EasySAX: A better parsing mechanism?

Paul Prescod, a consulting engineer at Isogen, introduced a novel approach to XML processing called EasySAX -- although a more accurate name might have been BetterDOM or SmallerDOM. Although he implemented his parser in the Python language, the interest it will generate makes a Java implementation likely.

Prescod noted that SAX programming requires that you write your own dispatch code when processing elements. When a SAX startElement event occurs, for example, you must write code like this:

   if (element.equals("shoe") {
   } else if (element.equals("size") {

Furthermore, if the processing you do for an element depends on the current context, then you have to save your own state, as seen in this example:

  startElement(String element) {
    if (element.equals("title")) titleText = true;
    if (titleText) {
       ++fontSize;  bold=true;

One goal for EasySAX, then, was to eliminate such issues by allowing context-sensitive processing.

Another goal for EasySAX: improve on the DOM mechanism by putting into memory only those parts of the tree that you visit, rather than the entire tree. By doing so, it becomes possible to process huge data sets, for example, that would be difficult to process any other way. But to improve efficiency, Prescod's mechanism also allows the developer to ask that an entire subtree be loaded into memory. (For more information, see the Resources section below.)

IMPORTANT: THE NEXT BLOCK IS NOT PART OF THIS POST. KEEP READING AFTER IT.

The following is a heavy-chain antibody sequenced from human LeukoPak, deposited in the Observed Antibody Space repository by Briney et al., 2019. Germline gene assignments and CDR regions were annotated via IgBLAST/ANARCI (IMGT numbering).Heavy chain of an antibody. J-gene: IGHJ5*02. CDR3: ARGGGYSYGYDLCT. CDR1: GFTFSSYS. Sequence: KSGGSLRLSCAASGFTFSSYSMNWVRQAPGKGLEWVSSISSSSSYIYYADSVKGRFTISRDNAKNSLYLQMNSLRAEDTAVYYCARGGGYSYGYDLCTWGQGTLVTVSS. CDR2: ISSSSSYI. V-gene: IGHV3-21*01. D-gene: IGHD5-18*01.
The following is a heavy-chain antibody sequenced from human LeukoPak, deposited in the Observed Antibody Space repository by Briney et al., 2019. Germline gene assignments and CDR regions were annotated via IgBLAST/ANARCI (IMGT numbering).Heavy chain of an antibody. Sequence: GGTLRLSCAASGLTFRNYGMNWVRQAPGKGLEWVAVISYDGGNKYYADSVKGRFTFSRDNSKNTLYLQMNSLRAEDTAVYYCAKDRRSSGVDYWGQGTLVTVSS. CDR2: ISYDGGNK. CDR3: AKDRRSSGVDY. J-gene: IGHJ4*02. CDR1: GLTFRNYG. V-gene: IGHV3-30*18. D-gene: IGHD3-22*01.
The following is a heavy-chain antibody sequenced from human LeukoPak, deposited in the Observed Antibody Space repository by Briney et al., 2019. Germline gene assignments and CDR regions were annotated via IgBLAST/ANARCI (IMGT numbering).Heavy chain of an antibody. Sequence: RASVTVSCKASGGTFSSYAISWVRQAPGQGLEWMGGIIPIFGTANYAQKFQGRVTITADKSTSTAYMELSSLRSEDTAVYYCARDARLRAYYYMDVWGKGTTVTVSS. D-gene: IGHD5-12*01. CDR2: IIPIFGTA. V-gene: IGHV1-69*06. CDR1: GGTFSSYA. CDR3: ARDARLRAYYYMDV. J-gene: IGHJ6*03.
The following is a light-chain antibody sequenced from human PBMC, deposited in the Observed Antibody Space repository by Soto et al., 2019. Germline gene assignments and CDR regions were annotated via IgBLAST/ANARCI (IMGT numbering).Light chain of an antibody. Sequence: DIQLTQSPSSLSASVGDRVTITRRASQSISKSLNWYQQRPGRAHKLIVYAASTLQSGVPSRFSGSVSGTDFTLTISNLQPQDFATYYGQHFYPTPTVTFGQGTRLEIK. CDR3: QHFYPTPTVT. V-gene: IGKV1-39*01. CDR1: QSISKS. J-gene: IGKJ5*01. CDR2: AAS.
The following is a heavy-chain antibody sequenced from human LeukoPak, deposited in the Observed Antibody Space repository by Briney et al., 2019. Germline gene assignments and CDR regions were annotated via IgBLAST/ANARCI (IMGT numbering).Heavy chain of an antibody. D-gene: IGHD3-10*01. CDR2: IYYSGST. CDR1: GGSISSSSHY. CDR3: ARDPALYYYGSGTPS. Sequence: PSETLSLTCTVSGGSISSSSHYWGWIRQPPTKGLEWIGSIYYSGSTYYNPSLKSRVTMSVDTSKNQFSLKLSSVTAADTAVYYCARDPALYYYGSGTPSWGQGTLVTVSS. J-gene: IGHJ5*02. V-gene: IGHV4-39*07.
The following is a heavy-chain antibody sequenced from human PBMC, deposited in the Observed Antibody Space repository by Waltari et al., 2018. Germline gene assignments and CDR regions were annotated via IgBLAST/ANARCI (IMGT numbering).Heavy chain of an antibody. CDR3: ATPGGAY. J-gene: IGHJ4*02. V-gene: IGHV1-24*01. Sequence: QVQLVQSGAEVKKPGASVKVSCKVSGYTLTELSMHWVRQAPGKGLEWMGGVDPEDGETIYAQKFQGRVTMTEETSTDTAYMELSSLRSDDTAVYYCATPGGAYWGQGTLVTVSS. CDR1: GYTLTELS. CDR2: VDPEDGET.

The combination of large-model processing, efficient in-memory representation, and context-sensitive processing capability creates an appealing mechanism for processing XML. There is every reason to think that some clever Java programmer will take the same basic idea and implement it in Java.

SML: Is a simpler XML a good idea?

One of the more controversial proposals was the concept that XML -- and the parsers that depend on it -- should be simplified by taking away some of the little-used ingredients, like notations, that cause parser-development headaches. The resulting slimmed-down XML would be called simple XML, or SML.

Software AG's Mike Champion, author Simon St. Laurent, and DocuVerse's Don Park led the pro-SML discussion. They stressed that simplifying XML would mean smaller, faster, and easier-to-develop parsers, which in turn would make it easier to embed XML processing in small devices. It also would also make it easier for plain-text filters to be built using Perl scripts and the like, because the number of strange, seldom-used cases would decrease.

On the other hand, there was no clear agreement on the right ingredients to eliminate. The SML proposal calls for the elimination of attributes and CDATA sections, as well as processing instructions, comments, notations, DTDs, mixed content (text and elements), and external parsed entities. The so-called Common XML proposal, on the other hand, aims at voluntary restrictions on which parts of XML you use. It leaves in attributes and mixed content, but in other respects calls for XML users to leave out the same XML constructs that SML disallows.